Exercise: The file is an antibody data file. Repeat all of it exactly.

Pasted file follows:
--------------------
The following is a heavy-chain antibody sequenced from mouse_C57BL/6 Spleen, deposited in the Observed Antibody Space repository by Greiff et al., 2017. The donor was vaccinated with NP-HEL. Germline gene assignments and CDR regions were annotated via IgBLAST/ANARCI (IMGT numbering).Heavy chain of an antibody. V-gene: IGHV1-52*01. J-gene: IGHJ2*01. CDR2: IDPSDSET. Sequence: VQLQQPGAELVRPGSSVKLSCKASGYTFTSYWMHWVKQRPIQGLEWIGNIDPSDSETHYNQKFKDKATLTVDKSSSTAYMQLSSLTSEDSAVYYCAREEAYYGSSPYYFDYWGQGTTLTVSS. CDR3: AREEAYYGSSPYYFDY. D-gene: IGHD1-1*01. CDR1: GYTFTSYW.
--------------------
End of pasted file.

The following is a heavy-chain antibody sequenced from mouse_C57BL/6 Spleen, deposited in the Observed Antibody Space repository by Greiff et al., 2017. The donor was vaccinated with NP-HEL. Germline gene assignments and CDR regions were annotated via IgBLAST/ANARCI (IMGT numbering).Heavy chain of an antibody. V-gene: IGHV1-52*01. J-gene: IGHJ2*01. CDR2: IDPSDSET. Sequence: VQLQQPGAELVRPGSSVKLSCKASGYTFTSYWMHWVKQRPIQGLEWIGNIDPSDSETHYNQKFKDKATLTVDKSSSTAYMQLSSLTSEDSAVYYCAREEAYYGSSPYYFDYWGQGTTLTVSS. CDR3: AREEAYYGSSPYYFDY. D-gene: IGHD1-1*01. CDR1: GYTFTSYW.